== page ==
Every day during the month of June, we will be spotlighting our 2020 Logo30. This powerful series profiles ordinary and extraordinary people who show pride in unique and provocative ways. Visit the Logo30 homepage to view current and past honorees.
Activist Jason Rosenberg is keeping the radical spirit of Pride alive.
The New York City-based organizer, who does programming for the 92nd Street Y and communications work for activist collectives like ACT UP and the Reclaim Pride Coalition, is proudly queer and Jewish. Rosenberg leads by example, taking to the streets to protest injustices like systemic racism and police brutality even when it puts himself at risk of arrest or bodily harm. As NewNowNext reported earlier this month, he and fellow Logo30 alum Marti Gould Cummings were beaten and detained by NYPD after demonstrating against racism in the streets of NYC.
We finally made it home. Luckily the ER was wrong in saying I need surgery. A broken humerus with a brace, 9 staples, and some scrapes. Let’s start the healing and keep protesting from home. pic.twitter.com/Yzt6S9eIp6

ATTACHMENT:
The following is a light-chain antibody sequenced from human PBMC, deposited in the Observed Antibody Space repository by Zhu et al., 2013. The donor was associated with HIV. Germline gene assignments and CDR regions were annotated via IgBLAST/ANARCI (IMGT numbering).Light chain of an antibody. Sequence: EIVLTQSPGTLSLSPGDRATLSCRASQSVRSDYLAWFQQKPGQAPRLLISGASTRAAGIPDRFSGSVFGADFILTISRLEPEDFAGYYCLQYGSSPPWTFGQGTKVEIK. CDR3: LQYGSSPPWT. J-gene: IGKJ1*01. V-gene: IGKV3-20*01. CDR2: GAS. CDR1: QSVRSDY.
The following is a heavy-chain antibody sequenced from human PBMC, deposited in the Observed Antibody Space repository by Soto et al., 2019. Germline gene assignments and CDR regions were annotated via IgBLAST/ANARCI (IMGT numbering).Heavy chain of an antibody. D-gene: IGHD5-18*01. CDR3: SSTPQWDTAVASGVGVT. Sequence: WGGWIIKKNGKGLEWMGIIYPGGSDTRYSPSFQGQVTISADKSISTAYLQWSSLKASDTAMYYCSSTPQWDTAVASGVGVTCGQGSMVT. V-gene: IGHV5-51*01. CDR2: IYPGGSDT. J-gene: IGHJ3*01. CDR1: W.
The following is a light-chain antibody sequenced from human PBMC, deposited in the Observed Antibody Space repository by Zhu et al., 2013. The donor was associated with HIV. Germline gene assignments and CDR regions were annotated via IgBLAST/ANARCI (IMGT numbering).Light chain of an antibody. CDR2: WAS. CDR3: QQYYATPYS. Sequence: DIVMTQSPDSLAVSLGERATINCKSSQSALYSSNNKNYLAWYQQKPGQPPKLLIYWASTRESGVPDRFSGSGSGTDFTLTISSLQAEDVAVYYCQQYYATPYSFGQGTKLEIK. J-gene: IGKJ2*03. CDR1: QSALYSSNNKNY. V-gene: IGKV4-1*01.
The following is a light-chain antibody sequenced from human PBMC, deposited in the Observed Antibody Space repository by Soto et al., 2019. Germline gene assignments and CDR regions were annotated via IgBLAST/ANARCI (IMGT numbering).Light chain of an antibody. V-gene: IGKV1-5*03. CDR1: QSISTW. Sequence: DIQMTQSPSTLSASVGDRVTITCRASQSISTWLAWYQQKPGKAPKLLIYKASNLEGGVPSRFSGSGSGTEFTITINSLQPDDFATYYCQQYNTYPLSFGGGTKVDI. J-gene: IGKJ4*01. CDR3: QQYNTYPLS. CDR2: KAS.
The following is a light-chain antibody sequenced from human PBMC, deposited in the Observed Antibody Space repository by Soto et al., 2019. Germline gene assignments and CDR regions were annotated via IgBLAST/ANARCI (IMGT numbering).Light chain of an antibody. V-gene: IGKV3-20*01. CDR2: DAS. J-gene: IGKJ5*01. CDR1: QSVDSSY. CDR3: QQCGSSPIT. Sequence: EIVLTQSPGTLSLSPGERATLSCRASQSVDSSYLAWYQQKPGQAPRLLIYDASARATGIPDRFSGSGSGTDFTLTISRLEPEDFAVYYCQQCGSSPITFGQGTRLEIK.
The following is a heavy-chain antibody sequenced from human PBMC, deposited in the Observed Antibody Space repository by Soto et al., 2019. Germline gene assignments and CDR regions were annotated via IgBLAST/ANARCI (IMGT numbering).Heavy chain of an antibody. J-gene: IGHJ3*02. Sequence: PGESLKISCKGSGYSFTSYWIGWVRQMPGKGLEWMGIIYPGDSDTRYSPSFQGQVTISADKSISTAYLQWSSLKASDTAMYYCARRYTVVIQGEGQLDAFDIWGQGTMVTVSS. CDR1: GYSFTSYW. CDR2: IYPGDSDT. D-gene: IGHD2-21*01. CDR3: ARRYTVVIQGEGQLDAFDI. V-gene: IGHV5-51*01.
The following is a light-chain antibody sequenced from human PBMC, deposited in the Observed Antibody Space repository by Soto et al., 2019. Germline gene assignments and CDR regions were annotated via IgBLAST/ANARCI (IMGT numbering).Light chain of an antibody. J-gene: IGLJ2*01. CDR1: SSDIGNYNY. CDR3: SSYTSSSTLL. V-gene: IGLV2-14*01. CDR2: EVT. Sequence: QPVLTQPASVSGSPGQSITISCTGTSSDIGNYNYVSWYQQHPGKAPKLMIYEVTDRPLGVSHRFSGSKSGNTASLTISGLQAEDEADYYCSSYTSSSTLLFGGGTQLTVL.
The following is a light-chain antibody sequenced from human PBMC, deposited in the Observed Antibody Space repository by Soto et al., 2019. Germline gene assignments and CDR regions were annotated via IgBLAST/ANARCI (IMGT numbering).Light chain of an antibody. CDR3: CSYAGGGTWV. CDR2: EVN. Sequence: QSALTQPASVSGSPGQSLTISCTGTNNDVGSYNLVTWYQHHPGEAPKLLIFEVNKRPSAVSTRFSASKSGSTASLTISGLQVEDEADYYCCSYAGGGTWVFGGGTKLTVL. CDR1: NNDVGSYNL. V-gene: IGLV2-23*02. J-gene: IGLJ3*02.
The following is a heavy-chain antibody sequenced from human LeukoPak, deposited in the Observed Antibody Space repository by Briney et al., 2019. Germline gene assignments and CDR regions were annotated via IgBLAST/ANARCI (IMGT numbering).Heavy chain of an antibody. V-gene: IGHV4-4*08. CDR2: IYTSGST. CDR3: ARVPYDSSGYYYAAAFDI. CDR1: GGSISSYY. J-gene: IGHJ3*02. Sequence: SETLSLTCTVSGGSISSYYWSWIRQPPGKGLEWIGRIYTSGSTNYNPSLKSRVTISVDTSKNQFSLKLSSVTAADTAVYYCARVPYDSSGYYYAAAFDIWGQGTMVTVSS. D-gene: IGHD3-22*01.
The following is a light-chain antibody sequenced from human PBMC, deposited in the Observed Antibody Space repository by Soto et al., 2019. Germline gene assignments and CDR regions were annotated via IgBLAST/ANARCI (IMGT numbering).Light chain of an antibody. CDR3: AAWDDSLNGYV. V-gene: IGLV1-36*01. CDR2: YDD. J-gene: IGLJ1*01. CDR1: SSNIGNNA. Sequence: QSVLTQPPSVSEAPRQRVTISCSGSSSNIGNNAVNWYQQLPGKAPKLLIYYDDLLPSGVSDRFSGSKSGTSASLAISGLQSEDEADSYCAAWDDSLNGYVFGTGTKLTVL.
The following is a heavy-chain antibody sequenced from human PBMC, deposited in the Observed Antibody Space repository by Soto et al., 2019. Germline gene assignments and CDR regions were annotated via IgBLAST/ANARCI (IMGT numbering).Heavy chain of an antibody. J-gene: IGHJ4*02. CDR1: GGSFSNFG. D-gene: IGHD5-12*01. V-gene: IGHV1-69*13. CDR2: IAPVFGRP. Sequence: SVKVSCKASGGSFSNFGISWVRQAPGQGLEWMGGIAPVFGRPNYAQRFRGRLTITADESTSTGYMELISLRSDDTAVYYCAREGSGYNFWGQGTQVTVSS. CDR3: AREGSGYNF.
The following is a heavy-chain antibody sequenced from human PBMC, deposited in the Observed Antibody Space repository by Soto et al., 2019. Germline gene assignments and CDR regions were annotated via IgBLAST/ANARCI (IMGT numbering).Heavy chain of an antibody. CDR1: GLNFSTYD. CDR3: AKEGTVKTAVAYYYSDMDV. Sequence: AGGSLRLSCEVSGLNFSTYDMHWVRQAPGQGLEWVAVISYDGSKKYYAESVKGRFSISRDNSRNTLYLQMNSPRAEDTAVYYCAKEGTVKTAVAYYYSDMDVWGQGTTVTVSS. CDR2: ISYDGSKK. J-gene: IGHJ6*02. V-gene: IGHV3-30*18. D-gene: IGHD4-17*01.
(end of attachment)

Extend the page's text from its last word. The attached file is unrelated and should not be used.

— Jason Rosenberg (@mynameisjro) June 3, 2020
He also follows in the footsteps of some of NYC’s most prominent LGBTQ advocates—including Larry Kramer, the outspoken AIDS activist and ACT UP co-founder who passed away earlier this year—by speaking out about the many ways corporate greed and political corruption hurt the LGBTQ community.
Case in point? The Reclaim Pride Coalition’s first annual Queer Liberation March, which Rosenberg helped organize. The 2019 event attracted a massive, diverse crowd—all with zero corporate sponsors and no permit from police.
“That was a march that was corporation-free, cop-free. It was to really center and prioritize the organizers who do this work full-time—and to not center the commodification and militarization of Pride,” Rosenberg told Logo and NewNowNext. “It was simply to remember our roots and reclaim them.”
We couldn’t have said it better. Watch video interviews with our 2020 Logo30 honorees, including Rosenberg, below.